Meanwhile, she took a job at a production company that brought her into contact with a “who’s who” of the era’s recording artists. In 1968, she served a brief apprenticeship as the lead vocalist for the band Elephant’s Memory (yes the same one that would back John & Yoko). This was a short-lived experiment and she continued to develop her solo act during her spare time. In 1971, Elektra Records decided to take a chance on the still completely unknown songwriter, and she set about recording her first album. The self-titled project featured the single “That’s The Way I’ve Always Heard It Should Be,” which garnered heavy airplay and reached the #10 position on the chart.
After seven years, Carly Simon was no longer a struggling songwriter. A second album was rushed into production while the single generated fans through the radio, and before year’s end “Anticipation” had broken into the Top 20. This song peaked at #13 in January of 1972. With two Top 20 singles in a less than a year, Carly Simon was poised to become a major pop star—and her amazing voice, beautiful looks and evocative lyrics seemed likely to take her ever higher. She won the 1971 Grammy Award for Best New Artist and later revealed that “Anticipation” was written to describe her feelings about waiting for singer Cat Stevens to pick her up for a date.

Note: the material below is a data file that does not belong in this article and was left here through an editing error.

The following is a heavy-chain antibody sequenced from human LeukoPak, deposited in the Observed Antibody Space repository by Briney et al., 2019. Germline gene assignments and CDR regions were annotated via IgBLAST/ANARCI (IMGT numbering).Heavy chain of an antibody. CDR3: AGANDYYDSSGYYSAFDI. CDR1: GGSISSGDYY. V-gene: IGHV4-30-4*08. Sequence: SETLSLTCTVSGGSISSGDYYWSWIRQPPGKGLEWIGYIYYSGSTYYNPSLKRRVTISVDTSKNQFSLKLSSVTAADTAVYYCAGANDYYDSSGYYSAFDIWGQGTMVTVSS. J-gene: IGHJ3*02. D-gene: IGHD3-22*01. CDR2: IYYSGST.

She began work on her third project in just over two years in 1972. The resulting album, No Secrets, solidified her stardom. The smash hit “You’re So Vain” reached the top of the singles chart, and the album followed suit. The single, which featured Mick Jagger on background vocals, provoked a great deal of speculation about the identity of the object of the accusatory lyrics. Regardless of whom she had targeted, the track would hold the #1 position for three weeks in the early winter of 1973, selling over a million copies, and propelling the entire album (which also featured guest vocals by James Taylor and Paul and Linda McCartney) to gold status.